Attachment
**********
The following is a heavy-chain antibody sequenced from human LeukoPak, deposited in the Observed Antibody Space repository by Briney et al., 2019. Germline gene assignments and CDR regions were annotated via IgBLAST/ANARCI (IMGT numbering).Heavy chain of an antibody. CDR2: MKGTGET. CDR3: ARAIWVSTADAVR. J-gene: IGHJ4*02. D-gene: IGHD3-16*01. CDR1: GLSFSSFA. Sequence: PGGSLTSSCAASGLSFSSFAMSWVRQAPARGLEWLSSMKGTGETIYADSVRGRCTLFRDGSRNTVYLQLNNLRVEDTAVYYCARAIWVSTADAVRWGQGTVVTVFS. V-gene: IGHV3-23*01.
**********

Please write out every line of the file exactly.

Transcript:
The following is a heavy-chain antibody sequenced from human LeukoPak, deposited in the Observed Antibody Space repository by Briney et al., 2019. Germline gene assignments and CDR regions were annotated via IgBLAST/ANARCI (IMGT numbering).Heavy chain of an antibody. CDR2: MKGTGET. CDR3: ARAIWVSTADAVR. J-gene: IGHJ4*02. D-gene: IGHD3-16*01. CDR1: GLSFSSFA. Sequence: PGGSLTSSCAASGLSFSSFAMSWVRQAPARGLEWLSSMKGTGETIYADSVRGRCTLFRDGSRNTVYLQLNNLRVEDTAVYYCARAIWVSTADAVRWGQGTVVTVFS. V-gene: IGHV3-23*01.